motion, the court may grant a new trial to that defendant if the
interests of justice so require." Fed.R.Crim.P. 33; see also United
States v. Bevan, 728 F. Supp. 340, 343 (E.D.Pa. 1990), aff'd 914 F.2d 244
(3d Cir. 1990). "`The decision whether to grant a motion for a new trial
under Rule 33 is committed to the sound discretion of the trial court,
which may set aside the verdict and order a new trial if it ascertains
that the verdict constitutes a miscarriage of justice.'" United States
v. Zimmerman, No. CRIM.A. 99-781-2, 2001 WL 706256, at *3 (E.D.Pa. June
21, 2001) (internal citations omitted).
The NIJ is one of many components of the Office of Justice Programs
(OJP), an agency of the United States Department of Justice (DOJ). Its
primary functions are research and evaluation. See 42 U.S.C. § 3722(c),
§ 3766. The NIJ does not conduct research itself; rather, it issues
invitations for proposals to perform research and awards grant money to
those proposals that best meet the research guidelines. See N.T. 3/20/01
Boyd Direct pg. 38, lines 5-20. These invitations for research proposals
are called solicitations. Id. at pg. 85, lines 12-14 (solicitation is
declaration of intent to do research). The parties did not provide the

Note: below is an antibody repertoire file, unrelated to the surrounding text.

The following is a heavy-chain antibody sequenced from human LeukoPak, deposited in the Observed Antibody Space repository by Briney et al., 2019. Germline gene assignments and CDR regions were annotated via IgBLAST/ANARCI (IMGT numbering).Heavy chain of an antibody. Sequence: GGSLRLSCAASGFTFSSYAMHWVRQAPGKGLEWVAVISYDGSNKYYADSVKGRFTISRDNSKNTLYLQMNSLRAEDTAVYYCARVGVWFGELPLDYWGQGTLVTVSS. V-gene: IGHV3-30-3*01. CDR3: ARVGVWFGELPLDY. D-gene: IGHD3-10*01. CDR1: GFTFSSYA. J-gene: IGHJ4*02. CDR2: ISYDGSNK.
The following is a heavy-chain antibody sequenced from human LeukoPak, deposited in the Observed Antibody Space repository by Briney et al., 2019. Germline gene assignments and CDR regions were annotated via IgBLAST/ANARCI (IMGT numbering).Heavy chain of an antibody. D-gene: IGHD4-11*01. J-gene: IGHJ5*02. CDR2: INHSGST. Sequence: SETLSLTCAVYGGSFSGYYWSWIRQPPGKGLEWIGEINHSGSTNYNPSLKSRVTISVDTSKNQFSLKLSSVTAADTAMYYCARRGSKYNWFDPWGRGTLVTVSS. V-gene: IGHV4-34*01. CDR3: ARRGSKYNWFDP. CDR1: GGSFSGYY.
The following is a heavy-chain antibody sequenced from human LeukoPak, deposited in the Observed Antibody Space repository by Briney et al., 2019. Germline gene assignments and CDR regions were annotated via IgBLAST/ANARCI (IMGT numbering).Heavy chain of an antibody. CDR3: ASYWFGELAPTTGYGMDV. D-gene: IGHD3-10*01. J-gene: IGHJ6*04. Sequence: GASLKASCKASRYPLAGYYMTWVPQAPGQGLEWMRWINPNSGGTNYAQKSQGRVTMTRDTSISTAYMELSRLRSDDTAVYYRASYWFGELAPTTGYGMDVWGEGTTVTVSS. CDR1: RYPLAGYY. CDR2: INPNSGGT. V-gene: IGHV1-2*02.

Court with any statutory sections or regulations specifically defining
the term solicitation for NIJ purposes, and the Court was unable to
locate such a definition through its independent research. However, the
C.F.R. entries defining solicitation for research purposes for the
Department of Energy and the Department of Agriculture confirm that a
solicitation is an invitation to submit research proposals. See, e.g.,
10 C.F.R. § 473.2 (Department of Energy) ("`Solicitation' means a
formal, written request for proposals to perform research and development
under a grant, cooperative agreement, or contract, typically including
evaluation criteria and a statement of the work to be done.");
7 C.F.R. § 3403.2 (Department of Agriculture) ("Program solicitation
is a formal request for proposals whereby an agency notifies the small
business community of its research or research and development needs and
interests in selected areas and invites proposals from small business
concerns in response to those needs."); see also 64 F.R. 45569 (Federal
Registry entry discussing NIJ solicitation regarding Forensic DNA
Research and Development; confirming definition of solicitation as
invitation for research proposals).
The Solicitation at issue sets forth background information regarding
fingerprint technology, sets parameters for those applying for research
funds, and sets forth the procedures for applying for funds.*fn1 The
specific language of the Solicitation questioned by the Defense states
that the field needs "[b]asic research to determine the scientific
validity of individuality in friction ridge examination . . ." and
"[p]rocedures comparing friction ridge impressions that are standardized
and validated." The Defense also focuses on the language of the
Solicitation which states that "procedures must be tested statistically
to demonstrate that following the stated procedures allows
analysts to produce correct results with acceptable error rates. This ...